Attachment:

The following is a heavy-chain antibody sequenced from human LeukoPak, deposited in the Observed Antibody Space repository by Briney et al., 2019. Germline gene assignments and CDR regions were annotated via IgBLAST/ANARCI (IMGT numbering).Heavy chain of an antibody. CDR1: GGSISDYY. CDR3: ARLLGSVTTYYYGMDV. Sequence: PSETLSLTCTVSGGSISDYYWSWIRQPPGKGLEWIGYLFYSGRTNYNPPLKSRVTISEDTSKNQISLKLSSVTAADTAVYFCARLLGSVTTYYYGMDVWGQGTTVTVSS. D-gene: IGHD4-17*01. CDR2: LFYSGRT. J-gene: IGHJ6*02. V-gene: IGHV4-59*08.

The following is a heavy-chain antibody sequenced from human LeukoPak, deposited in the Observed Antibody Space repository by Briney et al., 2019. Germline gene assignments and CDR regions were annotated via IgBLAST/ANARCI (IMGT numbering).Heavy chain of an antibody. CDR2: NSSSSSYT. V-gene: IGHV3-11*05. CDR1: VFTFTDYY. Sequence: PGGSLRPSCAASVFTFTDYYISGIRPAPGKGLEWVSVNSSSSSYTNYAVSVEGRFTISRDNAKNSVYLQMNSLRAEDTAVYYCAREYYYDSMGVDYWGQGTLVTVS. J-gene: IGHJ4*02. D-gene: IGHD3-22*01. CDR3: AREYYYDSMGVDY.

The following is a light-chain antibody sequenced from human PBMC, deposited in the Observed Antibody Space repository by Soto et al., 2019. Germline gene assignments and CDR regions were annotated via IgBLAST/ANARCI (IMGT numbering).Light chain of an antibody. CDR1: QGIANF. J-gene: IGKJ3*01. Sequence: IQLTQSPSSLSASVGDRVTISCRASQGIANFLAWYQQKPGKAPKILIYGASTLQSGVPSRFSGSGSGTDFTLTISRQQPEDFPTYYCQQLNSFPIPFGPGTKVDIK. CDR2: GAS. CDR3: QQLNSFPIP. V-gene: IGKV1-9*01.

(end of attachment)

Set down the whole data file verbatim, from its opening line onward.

The following is a heavy-chain antibody sequenced from human LeukoPak, deposited in the Observed Antibody Space repository by Briney et al., 2019. Germline gene assignments and CDR regions were annotated via IgBLAST/ANARCI (IMGT numbering).Heavy chain of an antibody. CDR1: GGSISDYY. CDR3: ARLLGSVTTYYYGMDV. Sequence: PSETLSLTCTVSGGSISDYYWSWIRQPPGKGLEWIGYLFYSGRTNYNPPLKSRVTISEDTSKNQISLKLSSVTAADTAVYFCARLLGSVTTYYYGMDVWGQGTTVTVSS. D-gene: IGHD4-17*01. CDR2: LFYSGRT. J-gene: IGHJ6*02. V-gene: IGHV4-59*08.

The following is a heavy-chain antibody sequenced from human LeukoPak, deposited in the Observed Antibody Space repository by Briney et al., 2019. Germline gene assignments and CDR regions were annotated via IgBLAST/ANARCI (IMGT numbering).Heavy chain of an antibody. CDR2: NSSSSSYT. V-gene: IGHV3-11*05. CDR1: VFTFTDYY. Sequence: PGGSLRPSCAASVFTFTDYYISGIRPAPGKGLEWVSVNSSSSSYTNYAVSVEGRFTISRDNAKNSVYLQMNSLRAEDTAVYYCAREYYYDSMGVDYWGQGTLVTVS. J-gene: IGHJ4*02. D-gene: IGHD3-22*01. CDR3: AREYYYDSMGVDY.

The following is a light-chain antibody sequenced from human PBMC, deposited in the Observed Antibody Space repository by Soto et al., 2019. Germline gene assignments and CDR regions were annotated via IgBLAST/ANARCI (IMGT numbering).Light chain of an antibody. CDR1: QGIANF. J-gene: IGKJ3*01. Sequence: IQLTQSPSSLSASVGDRVTISCRASQGIANFLAWYQQKPGKAPKILIYGASTLQSGVPSRFSGSGSGTDFTLTISRQQPEDFPTYYCQQLNSFPIPFGPGTKVDIK. CDR2: GAS. CDR3: QQLNSFPIP. V-gene: IGKV1-9*01.